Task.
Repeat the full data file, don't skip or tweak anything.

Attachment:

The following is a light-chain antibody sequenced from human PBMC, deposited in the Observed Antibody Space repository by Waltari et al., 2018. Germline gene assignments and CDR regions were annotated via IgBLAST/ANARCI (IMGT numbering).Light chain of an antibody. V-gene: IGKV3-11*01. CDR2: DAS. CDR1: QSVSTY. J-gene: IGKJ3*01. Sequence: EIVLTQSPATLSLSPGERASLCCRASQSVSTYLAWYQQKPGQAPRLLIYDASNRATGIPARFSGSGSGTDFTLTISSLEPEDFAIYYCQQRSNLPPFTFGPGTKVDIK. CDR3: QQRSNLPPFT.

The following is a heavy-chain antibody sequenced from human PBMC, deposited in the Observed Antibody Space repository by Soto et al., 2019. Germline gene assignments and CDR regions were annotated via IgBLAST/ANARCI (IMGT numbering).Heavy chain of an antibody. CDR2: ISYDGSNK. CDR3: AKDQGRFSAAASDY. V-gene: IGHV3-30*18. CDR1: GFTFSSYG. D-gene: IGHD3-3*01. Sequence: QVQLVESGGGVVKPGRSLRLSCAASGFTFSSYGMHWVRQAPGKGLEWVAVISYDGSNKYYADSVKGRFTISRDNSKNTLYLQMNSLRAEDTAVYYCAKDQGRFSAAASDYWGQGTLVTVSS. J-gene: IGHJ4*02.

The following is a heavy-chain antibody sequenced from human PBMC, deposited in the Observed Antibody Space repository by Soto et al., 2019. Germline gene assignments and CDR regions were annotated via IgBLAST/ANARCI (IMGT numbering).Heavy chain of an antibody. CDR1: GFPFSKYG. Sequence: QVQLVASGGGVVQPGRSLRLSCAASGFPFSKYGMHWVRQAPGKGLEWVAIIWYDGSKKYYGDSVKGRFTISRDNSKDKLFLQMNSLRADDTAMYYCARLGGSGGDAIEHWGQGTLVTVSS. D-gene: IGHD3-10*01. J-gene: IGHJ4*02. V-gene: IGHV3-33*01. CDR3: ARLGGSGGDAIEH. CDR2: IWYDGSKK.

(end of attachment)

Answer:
The following is a light-chain antibody sequenced from human PBMC, deposited in the Observed Antibody Space repository by Waltari et al., 2018. Germline gene assignments and CDR regions were annotated via IgBLAST/ANARCI (IMGT numbering).Light chain of an antibody. V-gene: IGKV3-11*01. CDR2: DAS. CDR1: QSVSTY. J-gene: IGKJ3*01. Sequence: EIVLTQSPATLSLSPGERASLCCRASQSVSTYLAWYQQKPGQAPRLLIYDASNRATGIPARFSGSGSGTDFTLTISSLEPEDFAIYYCQQRSNLPPFTFGPGTKVDIK. CDR3: QQRSNLPPFT.

The following is a heavy-chain antibody sequenced from human PBMC, deposited in the Observed Antibody Space repository by Soto et al., 2019. Germline gene assignments and CDR regions were annotated via IgBLAST/ANARCI (IMGT numbering).Heavy chain of an antibody. CDR2: ISYDGSNK. CDR3: AKDQGRFSAAASDY. V-gene: IGHV3-30*18. CDR1: GFTFSSYG. D-gene: IGHD3-3*01. Sequence: QVQLVESGGGVVKPGRSLRLSCAASGFTFSSYGMHWVRQAPGKGLEWVAVISYDGSNKYYADSVKGRFTISRDNSKNTLYLQMNSLRAEDTAVYYCAKDQGRFSAAASDYWGQGTLVTVSS. J-gene: IGHJ4*02.

The following is a heavy-chain antibody sequenced from human PBMC, deposited in the Observed Antibody Space repository by Soto et al., 2019. Germline gene assignments and CDR regions were annotated via IgBLAST/ANARCI (IMGT numbering).Heavy chain of an antibody. CDR1: GFPFSKYG. Sequence: QVQLVASGGGVVQPGRSLRLSCAASGFPFSKYGMHWVRQAPGKGLEWVAIIWYDGSKKYYGDSVKGRFTISRDNSKDKLFLQMNSLRADDTAMYYCARLGGSGGDAIEHWGQGTLVTVSS. D-gene: IGHD3-10*01. J-gene: IGHJ4*02. V-gene: IGHV3-33*01. CDR3: ARLGGSGGDAIEH. CDR2: IWYDGSKK.